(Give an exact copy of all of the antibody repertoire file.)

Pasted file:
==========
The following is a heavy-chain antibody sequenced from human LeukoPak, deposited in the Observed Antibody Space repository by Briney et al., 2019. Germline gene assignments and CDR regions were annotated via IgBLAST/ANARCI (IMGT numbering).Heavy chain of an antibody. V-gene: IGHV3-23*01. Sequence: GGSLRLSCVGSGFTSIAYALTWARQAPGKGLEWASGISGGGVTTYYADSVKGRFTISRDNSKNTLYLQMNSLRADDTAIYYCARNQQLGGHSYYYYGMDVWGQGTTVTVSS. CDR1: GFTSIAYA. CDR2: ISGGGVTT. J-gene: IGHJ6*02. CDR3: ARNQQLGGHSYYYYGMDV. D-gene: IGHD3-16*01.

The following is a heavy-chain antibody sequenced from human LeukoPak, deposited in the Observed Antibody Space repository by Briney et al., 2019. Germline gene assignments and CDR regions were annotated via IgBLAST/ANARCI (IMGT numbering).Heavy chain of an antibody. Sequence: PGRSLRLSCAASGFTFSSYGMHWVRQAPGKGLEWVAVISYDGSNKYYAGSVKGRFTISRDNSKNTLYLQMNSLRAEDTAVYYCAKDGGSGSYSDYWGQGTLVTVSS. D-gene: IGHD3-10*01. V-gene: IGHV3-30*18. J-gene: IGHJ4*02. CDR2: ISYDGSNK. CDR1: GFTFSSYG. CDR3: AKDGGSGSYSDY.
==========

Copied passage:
The following is a heavy-chain antibody sequenced from human LeukoPak, deposited in the Observed Antibody Space repository by Briney et al., 2019. Germline gene assignments and CDR regions were annotated via IgBLAST/ANARCI (IMGT numbering).Heavy chain of an antibody. V-gene: IGHV3-23*01. Sequence: GGSLRLSCVGSGFTSIAYALTWARQAPGKGLEWASGISGGGVTTYYADSVKGRFTISRDNSKNTLYLQMNSLRADDTAIYYCARNQQLGGHSYYYYGMDVWGQGTTVTVSS. CDR1: GFTSIAYA. CDR2: ISGGGVTT. J-gene: IGHJ6*02. CDR3: ARNQQLGGHSYYYYGMDV. D-gene: IGHD3-16*01.

The following is a heavy-chain antibody sequenced from human LeukoPak, deposited in the Observed Antibody Space repository by Briney et al., 2019. Germline gene assignments and CDR regions were annotated via IgBLAST/ANARCI (IMGT numbering).Heavy chain of an antibody. Sequence: PGRSLRLSCAASGFTFSSYGMHWVRQAPGKGLEWVAVISYDGSNKYYAGSVKGRFTISRDNSKNTLYLQMNSLRAEDTAVYYCAKDGGSGSYSDYWGQGTLVTVSS. D-gene: IGHD3-10*01. V-gene: IGHV3-30*18. J-gene: IGHJ4*02. CDR2: ISYDGSNK. CDR1: GFTFSSYG. CDR3: AKDGGSGSYSDY.